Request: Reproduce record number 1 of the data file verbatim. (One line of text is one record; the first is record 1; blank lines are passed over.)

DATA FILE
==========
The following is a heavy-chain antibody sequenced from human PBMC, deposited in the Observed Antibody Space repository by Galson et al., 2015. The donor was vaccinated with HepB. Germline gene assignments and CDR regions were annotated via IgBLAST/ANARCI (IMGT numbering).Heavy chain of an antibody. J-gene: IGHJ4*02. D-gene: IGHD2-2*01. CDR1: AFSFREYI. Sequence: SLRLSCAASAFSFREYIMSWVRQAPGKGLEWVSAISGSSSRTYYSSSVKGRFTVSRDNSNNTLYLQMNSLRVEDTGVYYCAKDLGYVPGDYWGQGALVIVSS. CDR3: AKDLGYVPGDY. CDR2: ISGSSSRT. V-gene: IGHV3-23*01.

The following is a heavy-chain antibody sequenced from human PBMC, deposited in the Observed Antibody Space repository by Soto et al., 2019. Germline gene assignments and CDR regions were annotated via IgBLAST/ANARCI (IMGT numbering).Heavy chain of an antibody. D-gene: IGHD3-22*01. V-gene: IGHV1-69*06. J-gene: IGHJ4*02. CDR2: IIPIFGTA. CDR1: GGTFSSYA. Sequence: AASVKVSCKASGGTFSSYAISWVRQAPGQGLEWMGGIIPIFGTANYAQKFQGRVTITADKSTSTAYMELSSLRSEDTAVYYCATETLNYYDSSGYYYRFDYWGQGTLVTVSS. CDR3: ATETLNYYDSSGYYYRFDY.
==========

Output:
The following is a heavy-chain antibody sequenced from human PBMC, deposited in the Observed Antibody Space repository by Galson et al., 2015. The donor was vaccinated with HepB. Germline gene assignments and CDR regions were annotated via IgBLAST/ANARCI (IMGT numbering).Heavy chain of an antibody. J-gene: IGHJ4*02. D-gene: IGHD2-2*01. CDR1: AFSFREYI. Sequence: SLRLSCAASAFSFREYIMSWVRQAPGKGLEWVSAISGSSSRTYYSSSVKGRFTVSRDNSNNTLYLQMNSLRVEDTGVYYCAKDLGYVPGDYWGQGALVIVSS. CDR3: AKDLGYVPGDY. CDR2: ISGSSSRT. V-gene: IGHV3-23*01.